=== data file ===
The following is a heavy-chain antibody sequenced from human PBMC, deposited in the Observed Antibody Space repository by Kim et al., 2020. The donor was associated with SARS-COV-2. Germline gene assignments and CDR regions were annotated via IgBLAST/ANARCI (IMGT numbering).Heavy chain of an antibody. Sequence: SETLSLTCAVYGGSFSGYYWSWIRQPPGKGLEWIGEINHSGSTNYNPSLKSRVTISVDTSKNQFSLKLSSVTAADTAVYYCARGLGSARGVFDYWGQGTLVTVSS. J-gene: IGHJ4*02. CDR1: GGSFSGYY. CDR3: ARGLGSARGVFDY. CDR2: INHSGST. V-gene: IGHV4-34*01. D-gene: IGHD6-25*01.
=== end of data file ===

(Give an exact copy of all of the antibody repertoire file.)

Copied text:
The following is a heavy-chain antibody sequenced from human PBMC, deposited in the Observed Antibody Space repository by Kim et al., 2020. The donor was associated with SARS-COV-2. Germline gene assignments and CDR regions were annotated via IgBLAST/ANARCI (IMGT numbering).Heavy chain of an antibody. Sequence: SETLSLTCAVYGGSFSGYYWSWIRQPPGKGLEWIGEINHSGSTNYNPSLKSRVTISVDTSKNQFSLKLSSVTAADTAVYYCARGLGSARGVFDYWGQGTLVTVSS. J-gene: IGHJ4*02. CDR1: GGSFSGYY. CDR3: ARGLGSARGVFDY. CDR2: INHSGST. V-gene: IGHV4-34*01. D-gene: IGHD6-25*01.